It’s promising to be a warm day so it’s off to see the Le Conquil troglodyte caves bright and early. It’s only a short walk over the river, but neither of us is expecting quite how extensive they are. It’s a walk that takes us several kilometres around the river bank, high and low. Great to river views on the way there. Whist the timelines to troglodyte dwellers differ by many millions of years, there’s a display of dinosaurs lining our path to the caves. 25 different types of dinosaur models are tucked away in the forest, complete with a descriptive plaque detailing the nature of the beast, its size, diet, habitat, etc. A couple of more recent beasties make it in too: the woolly mammoth and sabertooth kitkat.
When they’re in shade and the sun isn’t gleaming off their plastic hides, they’re quite impressive, skulking through the trees. Especially with the Jurassic Park sound effects which come on from time to time.
There’s also an interesting room which has been speculated to be either an early version of a dovecot and/or an area where things were sacrificed: the suspected use of the circle below is the collection of blood.
It’s an odd thing, this hardwired apparent need in humans: the desire to believe in a higher power.
The rooms, which follow the natural curve of the cliff go for several hundred metres, sometimes interconnecting, once accommodating 10 to 15 families. The rooms have been fitted out in mock settings for their original and later uses.
Now we have ladders and steep staircases to reach the cave rooms, but our forebears used to shimmy up the cliffs – in addition to the markings showing how the caves were carved out, we can see evidence of climbing foot and hand holds and an impressively carved set of stairs in one spot.
The cave dwellers we certainly braver about heights than I. Smart too. This would have been a great place to live with its rich soils, extensive flora and fauna, water supply and natural security courtesy of the surrounding limestone cliffs. Nestled between the cliff and river, life would have been safe from predators and enemies, and relatively comfortable.
We’re very lucky to have seen the caves this early, with virtually no one about. A few kilometres down river is another extensive series of caves, visible from across the banks with hundreds of people walking though them later in the day. This area was once, thousands of years ago, a rich and flourishing, if new, society. It puts the beautiful Lascaux cave drawings we saw near here years ago, into far better context. Not a random, exquisite find, but an artistic expression capturing a way of life highly evolved throughout the region. There were no cave drawings today, but a local artist has make a good facsimile of Lascaux on the gift shop walls. Not that they were part of the original, but I particularly like his rendtion of bunnies.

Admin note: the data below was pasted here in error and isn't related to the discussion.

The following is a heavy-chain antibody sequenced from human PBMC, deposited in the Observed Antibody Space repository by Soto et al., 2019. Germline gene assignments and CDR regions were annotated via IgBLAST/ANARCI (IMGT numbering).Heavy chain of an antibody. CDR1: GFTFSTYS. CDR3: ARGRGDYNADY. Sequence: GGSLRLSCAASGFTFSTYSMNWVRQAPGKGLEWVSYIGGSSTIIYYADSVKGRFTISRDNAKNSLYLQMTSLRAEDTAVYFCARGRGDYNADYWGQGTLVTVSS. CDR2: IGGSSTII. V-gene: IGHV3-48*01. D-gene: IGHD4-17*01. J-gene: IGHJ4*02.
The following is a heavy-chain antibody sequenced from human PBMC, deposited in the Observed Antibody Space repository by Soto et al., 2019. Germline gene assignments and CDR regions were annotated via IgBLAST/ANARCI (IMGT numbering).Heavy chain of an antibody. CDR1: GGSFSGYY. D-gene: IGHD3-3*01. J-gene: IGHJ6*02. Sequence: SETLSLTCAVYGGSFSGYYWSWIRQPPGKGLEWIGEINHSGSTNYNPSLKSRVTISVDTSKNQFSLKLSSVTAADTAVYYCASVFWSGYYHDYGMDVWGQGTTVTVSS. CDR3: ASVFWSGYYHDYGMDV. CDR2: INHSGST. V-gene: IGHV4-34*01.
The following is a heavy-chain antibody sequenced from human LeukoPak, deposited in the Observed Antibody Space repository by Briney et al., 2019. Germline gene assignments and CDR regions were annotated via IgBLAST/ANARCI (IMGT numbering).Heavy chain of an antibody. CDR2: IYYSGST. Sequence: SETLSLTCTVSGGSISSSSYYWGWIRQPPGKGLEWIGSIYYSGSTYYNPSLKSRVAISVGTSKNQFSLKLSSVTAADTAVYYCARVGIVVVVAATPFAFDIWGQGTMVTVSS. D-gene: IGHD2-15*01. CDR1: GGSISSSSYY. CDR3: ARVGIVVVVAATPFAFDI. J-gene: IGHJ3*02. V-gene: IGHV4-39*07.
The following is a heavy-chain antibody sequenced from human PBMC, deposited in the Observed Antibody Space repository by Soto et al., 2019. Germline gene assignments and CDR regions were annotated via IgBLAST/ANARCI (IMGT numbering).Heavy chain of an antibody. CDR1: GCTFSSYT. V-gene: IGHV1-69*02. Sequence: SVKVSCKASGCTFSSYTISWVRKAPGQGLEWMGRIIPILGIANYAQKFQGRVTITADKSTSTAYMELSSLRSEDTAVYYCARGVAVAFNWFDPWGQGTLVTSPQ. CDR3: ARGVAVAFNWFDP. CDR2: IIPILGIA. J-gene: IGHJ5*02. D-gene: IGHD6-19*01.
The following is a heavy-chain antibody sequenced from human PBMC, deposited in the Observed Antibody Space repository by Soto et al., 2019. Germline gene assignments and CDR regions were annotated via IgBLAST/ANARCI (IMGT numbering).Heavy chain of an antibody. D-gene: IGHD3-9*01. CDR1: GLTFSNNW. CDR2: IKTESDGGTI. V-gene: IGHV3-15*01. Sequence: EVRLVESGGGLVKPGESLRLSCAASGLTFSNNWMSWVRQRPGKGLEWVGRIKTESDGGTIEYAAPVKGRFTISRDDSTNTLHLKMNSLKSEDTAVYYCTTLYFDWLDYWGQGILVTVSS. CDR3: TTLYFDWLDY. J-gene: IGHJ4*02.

On our return, it’s clear that there’s been a casualty in our temporary work around of our gas issue: the refrigerator is not coping. The freezer is fine, but our lovely large fridge is alarmingly warm. It’s not an issue we can afford to ignore, we’re very reliant on it. Some hard decisions have to be made but there’s a major obstacle: virtually all of France is closed for the August summer break. Up and down the country, everyone who might have been able to assist is shut until September.
Eventually we find a service centre that might just be open, just past Tours. Their website has no mention of closure and whilst there is an answering machine on, we can’t understand the message. It’s either this, or back to England.
To add to the difficulty, the UK sims we have are in a wide blackspot – we’ve been without internet for three days now. It appears this whole region may well be without a reciprocal carrier. Tricky stuff, trying to find a solution without the net and no translation to hand.
The rest of the day is spent driving hundreds of kilometres north, past all the regions I love, towards Tours in the hope that the service centre qualified to do the work will be open. We try a few alternatives along the way – no luck. It’s a sombre drive north.
We arrive at the service centre by early evening. Despite the web’s assurance of its opening hours, there’s a sign on the gate: closed until 6th September. Fuck.
Laugh of the day, and there weren’t many, goes to…well, me. On the way to the caves, Chris asks “what’s a troglodyte?”. Me: “it’s what we have been the past three days without the internet”. I try sometimes to remember life before internet and whilst I remember very early finance work being a largely manual process (especially in Adelaide) I literally struggle to recall what on earth we did for information before smartphones and the www. I suspect somehow that the real answer is that we lived simpler lives, used less information, went to an expert if we wanted something done. I can’t wait until being “live” is mandated en masse. I’ll be first in line for my implant to plugged in and on line permanently. Better yet, give me plug in on line learning where I can upload instructions, a language or anything I please. There’s a future I could embrace wholeheartedly.